For now, Cisco remains the undisputed industry leader...
On the face of it, Cisco is doing well on an operational level, relative to its main competitors. Revenues have been growing steadily at a respectable 7% CAGR for the last three years with most analysts forecasting this to continue. Likewise, operating margins for Cisco are miles above its competitors. Its latest reported operating margin for the year to end July 2013 was 23.7%. By contrast Huawei, Ericsson and Juniper's (NYSE:JNPR) most recently reported margins languish in a range of 8% to 11%, with Alcatel Lucent (NYSE:ALU) dipping into negative margin territory. Again, many analysts forecast these super-normal margins to continue for Cisco.
Cisco appears to be outperforming many of its rivals at an operational level
By revenues, it is the largest player, though Huawei is catching up fast.
By profitability, it is miles ahead of the pack.
Operating margins (%)
Source: Company data, CM Research
... but Cisco is a hardware company in an industry undergoing a software revolution
Cisco generates 78% of its revenues from hardware and the rest from services. Within hardware, the switches and routers business has seen broadly flat revenues for the last four years. But data centre and wireless equipment revenues grew by 60% and 30% respectively last year. These businesses, however, still account for a small proportion of overall revenues, as the chart below illustrates. Switches and routers account for around half of revenues.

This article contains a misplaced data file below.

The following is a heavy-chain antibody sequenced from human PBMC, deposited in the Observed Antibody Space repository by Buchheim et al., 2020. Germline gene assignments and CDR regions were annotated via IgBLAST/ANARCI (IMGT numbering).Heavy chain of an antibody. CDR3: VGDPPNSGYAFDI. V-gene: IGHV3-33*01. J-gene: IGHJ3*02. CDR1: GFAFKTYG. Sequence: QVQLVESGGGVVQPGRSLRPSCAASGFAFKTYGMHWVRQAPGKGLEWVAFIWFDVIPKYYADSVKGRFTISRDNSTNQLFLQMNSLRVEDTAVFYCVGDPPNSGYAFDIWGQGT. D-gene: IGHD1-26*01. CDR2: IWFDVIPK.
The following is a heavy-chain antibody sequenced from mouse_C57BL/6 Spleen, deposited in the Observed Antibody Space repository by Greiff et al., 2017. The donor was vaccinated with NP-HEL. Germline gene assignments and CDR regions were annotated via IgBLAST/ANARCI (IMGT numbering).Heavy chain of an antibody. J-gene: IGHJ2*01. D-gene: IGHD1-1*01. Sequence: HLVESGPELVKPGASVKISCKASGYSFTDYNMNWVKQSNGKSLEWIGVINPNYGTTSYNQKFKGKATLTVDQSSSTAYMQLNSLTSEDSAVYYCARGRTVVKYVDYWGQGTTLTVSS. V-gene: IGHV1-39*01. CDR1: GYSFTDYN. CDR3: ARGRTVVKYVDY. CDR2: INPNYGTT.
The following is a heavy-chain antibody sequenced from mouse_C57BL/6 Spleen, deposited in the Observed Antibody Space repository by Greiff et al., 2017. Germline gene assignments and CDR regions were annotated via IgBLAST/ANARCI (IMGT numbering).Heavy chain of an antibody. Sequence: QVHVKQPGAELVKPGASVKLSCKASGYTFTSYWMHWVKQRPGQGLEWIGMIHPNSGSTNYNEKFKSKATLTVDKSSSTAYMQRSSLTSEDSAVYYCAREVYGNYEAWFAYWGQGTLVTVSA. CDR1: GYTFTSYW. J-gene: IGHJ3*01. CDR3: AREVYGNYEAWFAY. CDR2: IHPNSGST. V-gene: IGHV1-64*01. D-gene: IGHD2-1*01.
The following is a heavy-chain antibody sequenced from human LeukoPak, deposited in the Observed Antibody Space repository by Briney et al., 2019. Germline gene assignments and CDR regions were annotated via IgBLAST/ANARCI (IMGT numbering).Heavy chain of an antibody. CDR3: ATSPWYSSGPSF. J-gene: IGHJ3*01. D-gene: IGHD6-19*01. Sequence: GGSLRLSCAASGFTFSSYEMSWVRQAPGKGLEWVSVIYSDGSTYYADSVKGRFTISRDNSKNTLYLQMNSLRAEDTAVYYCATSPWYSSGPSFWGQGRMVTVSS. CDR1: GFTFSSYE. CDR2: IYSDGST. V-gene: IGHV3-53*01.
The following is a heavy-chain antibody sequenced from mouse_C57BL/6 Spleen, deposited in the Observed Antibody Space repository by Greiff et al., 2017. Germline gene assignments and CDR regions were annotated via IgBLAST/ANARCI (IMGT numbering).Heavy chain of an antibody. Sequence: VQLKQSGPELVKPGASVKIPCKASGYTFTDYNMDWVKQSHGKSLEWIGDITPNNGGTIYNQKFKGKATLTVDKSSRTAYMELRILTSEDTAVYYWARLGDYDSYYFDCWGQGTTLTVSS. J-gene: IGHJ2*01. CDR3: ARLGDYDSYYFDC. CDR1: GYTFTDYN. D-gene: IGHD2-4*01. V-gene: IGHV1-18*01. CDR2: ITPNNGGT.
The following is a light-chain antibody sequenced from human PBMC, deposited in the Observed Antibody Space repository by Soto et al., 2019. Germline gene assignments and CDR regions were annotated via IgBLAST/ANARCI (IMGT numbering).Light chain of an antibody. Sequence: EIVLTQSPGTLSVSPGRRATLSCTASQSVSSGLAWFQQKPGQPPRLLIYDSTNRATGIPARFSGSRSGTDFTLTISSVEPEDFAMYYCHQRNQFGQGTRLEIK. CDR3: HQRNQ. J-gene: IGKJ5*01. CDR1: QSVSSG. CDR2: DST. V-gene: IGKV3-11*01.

As SDN technology closes in, it will have to become a software services company to maintain its profitability.
Cisco needs to move from a hardware company to a software company...
... and shift its core revenue base from developed markets to emerging markets
In 2013, Cisco generated 78% of revenues from hardware
Surprisingly, emerging market revenues are falling in relative terms
Source: Company data, CM Research. Figures are for the years ended 30 July.
Geographically, the company is growing revenues in the west but - surprisingly for a technology company - seeing emerging market revenues fall as a proportion of revenues over the last two years. This is disturbing. Earlier this week John Chambers, Cisco's CEO, spoke on CNBC about weakness in emerging markets, an area most analysts forecast to grow rapidly. While the US was a "growth engine" and European demand was "recovering", Chambers described emerging markets demand as "mixed." In last month's Q4 earnings call, Cisco management reported that while emerging market revenues grew 8% year on year in the fourth quarter, some markets were stronger than others: India and Mexico saw double-digit order growth; Brazil and Russia were flat; and China was down 6%.